Yet on this subject I affirm that it is black people themselves who should be telling us what they want and need, not people like me. The obvious problem with that conviction is that black people, like white people and all people, do not always say the same thing. And it is my view, as a white person whose opinion does not count for much, that the people from within the black community who bring the wisest political, economic, and spiritual counsel are most of the time a minority within the minority.

So to begin:

Of course black lives matter.

But no professing Christian can with consistency or coherence submit to biblical authority and support the ORGANIZATION which calls itself “Black Lives Matter” at the same time.

Those beautiful words have been hijacked and distorted beyond the pale of usefulness.

The contemporary connotation has usurped the original denotation.

Words can be taken over by activists whose agendas we cannot endorse.

The words may be impossible to reclaim.

In that case we cede the franchise.

Something akin to that has happened with astonishing rapidity to the words “black lives matter.”

The dictionary meaning of those words I heartily and sincerely endorse.

I would caution my conservative friends against the rejoinder, “All lives matter.”

That formula will not likely advance the cause of righteousness in a season like this.

Someone recently helped me to understand that.

We should rather say, “Absolutely, black lives matter,” full stop.

And I would earnestly wish to leave it there.

But I can’t.

I can’t because the activists who claim that brand as their own embrace a philosophy which must be exposed and opposed.

I do not think that racism has been the PRIMARY poisoner of the black experience in North America since the Civil War.

Don’t get me wrong.

The influence of racism has been hateful and insidious.

It poisons and slays today, and I fear it will do the same tomorrow.

Racism has many victims, including those who have hung on the bottom of a rope, been unfairly imprisoned or denied jobs they were qualified for.

But the oppressive social reality which has hurt black people more than even racism has been the absence of a father in the home.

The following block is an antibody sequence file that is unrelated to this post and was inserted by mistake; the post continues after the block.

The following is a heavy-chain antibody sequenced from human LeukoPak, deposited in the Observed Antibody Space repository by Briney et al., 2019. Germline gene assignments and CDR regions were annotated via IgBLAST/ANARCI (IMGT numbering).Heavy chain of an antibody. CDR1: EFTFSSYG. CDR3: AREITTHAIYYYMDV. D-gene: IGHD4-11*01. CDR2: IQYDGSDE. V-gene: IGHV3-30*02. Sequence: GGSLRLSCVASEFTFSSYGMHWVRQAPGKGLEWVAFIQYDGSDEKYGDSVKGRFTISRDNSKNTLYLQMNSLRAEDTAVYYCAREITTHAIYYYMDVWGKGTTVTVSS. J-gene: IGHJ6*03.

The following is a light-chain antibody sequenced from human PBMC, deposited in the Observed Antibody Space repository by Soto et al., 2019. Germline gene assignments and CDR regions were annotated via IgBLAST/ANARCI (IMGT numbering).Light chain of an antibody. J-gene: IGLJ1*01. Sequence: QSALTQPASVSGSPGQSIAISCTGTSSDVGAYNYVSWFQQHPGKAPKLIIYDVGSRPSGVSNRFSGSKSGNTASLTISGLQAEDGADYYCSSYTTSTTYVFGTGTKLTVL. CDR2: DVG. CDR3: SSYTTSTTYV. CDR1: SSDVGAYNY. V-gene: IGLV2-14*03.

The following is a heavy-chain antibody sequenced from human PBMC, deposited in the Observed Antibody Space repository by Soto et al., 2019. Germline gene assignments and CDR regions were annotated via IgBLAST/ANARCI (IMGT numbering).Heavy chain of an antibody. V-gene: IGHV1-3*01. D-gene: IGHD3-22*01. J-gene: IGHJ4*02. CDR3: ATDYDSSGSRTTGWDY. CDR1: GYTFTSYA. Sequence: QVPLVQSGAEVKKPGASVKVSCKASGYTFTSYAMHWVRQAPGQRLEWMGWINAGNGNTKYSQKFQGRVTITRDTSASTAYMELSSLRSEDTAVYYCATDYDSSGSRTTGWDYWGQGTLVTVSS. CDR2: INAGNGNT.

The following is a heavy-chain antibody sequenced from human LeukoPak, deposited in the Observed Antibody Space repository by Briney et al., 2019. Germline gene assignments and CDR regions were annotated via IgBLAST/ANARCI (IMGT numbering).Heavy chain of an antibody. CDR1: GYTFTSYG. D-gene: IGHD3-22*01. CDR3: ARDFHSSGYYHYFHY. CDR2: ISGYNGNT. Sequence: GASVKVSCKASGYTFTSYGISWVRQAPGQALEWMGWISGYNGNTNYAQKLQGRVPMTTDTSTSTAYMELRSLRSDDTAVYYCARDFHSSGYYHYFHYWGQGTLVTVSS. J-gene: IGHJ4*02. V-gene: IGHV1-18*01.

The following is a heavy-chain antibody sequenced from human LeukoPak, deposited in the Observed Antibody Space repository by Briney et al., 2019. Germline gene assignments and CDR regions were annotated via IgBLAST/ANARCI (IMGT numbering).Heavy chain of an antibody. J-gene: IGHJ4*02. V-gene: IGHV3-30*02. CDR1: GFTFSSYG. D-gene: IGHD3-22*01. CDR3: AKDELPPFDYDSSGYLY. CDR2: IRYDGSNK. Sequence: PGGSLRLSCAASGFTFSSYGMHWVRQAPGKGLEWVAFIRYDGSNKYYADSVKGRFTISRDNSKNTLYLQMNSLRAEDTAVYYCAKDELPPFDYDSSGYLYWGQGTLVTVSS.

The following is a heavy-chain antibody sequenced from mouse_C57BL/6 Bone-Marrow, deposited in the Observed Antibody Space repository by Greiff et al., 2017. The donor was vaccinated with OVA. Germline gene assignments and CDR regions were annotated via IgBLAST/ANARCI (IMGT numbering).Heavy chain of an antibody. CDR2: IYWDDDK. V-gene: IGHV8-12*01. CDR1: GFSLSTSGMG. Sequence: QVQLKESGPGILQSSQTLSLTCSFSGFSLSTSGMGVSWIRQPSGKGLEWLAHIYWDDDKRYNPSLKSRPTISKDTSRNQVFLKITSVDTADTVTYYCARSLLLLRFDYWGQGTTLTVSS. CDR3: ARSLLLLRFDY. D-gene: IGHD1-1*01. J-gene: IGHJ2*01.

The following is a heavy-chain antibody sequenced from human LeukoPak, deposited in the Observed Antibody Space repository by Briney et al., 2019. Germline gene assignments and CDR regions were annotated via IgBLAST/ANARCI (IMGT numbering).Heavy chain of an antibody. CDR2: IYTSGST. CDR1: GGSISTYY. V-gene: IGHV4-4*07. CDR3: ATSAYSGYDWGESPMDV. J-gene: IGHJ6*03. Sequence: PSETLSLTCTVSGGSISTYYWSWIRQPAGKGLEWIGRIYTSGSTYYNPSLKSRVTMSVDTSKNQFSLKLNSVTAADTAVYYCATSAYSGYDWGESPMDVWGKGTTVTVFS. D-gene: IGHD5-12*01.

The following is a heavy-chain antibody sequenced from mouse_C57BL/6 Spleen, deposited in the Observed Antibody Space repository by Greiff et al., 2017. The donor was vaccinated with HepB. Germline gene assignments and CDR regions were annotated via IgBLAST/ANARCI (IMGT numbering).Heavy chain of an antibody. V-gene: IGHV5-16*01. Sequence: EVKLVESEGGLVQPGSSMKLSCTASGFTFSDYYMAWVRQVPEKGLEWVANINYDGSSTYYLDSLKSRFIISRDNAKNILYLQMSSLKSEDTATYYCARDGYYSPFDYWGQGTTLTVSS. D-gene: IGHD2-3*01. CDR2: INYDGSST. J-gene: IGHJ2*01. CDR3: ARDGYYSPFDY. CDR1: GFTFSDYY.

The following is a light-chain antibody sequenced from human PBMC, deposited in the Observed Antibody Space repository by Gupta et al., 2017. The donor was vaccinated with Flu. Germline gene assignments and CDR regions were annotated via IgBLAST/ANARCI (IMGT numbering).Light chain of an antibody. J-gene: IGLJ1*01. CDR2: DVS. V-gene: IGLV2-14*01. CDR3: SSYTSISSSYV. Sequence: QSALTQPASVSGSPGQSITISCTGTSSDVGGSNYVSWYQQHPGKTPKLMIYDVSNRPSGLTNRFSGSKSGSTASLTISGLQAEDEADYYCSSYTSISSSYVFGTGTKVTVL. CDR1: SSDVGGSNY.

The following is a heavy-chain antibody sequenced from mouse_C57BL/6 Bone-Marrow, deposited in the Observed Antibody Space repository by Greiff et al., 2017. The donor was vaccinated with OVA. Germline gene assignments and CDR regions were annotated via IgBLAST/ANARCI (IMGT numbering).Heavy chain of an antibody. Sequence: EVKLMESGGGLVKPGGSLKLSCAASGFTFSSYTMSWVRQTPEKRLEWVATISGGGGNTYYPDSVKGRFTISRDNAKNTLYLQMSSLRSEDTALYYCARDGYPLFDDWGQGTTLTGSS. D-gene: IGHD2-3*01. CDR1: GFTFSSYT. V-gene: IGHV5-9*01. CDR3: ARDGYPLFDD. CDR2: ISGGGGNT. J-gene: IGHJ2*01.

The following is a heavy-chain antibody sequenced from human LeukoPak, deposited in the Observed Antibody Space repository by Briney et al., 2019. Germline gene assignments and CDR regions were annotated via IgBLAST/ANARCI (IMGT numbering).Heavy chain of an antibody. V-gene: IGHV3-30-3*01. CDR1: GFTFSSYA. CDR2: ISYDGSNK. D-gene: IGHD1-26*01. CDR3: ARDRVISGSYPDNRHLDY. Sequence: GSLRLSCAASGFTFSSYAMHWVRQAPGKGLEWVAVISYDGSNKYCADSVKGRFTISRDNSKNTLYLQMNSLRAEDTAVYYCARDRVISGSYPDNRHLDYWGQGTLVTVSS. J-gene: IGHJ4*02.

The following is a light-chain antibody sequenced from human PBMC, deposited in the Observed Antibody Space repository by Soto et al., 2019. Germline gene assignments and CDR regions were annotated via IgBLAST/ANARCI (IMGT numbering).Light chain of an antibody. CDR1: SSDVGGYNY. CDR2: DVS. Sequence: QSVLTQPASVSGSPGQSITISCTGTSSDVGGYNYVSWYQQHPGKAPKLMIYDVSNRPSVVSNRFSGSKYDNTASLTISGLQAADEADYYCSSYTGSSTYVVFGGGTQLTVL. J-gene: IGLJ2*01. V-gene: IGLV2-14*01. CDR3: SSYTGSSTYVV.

Racism must surely have exacerbated that problem.

Whether racism has been the CHIEF cause of that problem I cannot say.

It can’t have helped.

Slavery is the fruit not the root of racism.

In my inexpert opinion the worst feature of slavery was the intentional disintegration of families for profit.

For a son or daughter to be sold in different directions,

never again to be held or beheld by their mother or father,

for a brother and sister to be sold in different directions,

never to behold the other’s face in the comfort of their parent’s company,

was an inexpressibly horrendous crime.

For a husband to never see his wife again, knowing that she may be subject to the ravishing of a stranger – it is impossible to write such words without tears.

That was then and this is now.

Nevertheless, it would be callous of me not to note that the thing I beg to be avoided is the thing which was once inflicted.

I only plead that the CURRENT fatherless household leaves more wounds inside the black community than the CURRENT racism which afflicts from outside the black community.

Can I prove that empirically?

I cannot, but I make the plea nonetheless.

For the case cannot be disproved empirically either.

I can pay one compliment to the leaders of the movement called “Black Lives Matter.”

They have been heroically transparent.

They make no effort to hide their agenda.

Fighting racism is not the exclusive goal of BLM.

Parallel and apparently equal to that goal is the promotion of deviant sexuality.

Deviance in this case means transgenderism, homosexuality – more specifically homosexual expression between women – and especially, homosexual expression between black women.

I am not slandering.

Their foundational documents are clear as to aims.

Once more, I salute them for their honesty.

Back to the original thesis:

It is the absent father which hurts the most.

What is the antidote that BLM offers for the pain?

Nothing less than the destruction of the family as biblically defined and historically arranged.

Their answer is to get the man out of the center.

Their “solution” is to pour kerosene on the blaze.

The wicked walk in darkness;

they know not over what they stumble. Proverbs 4:17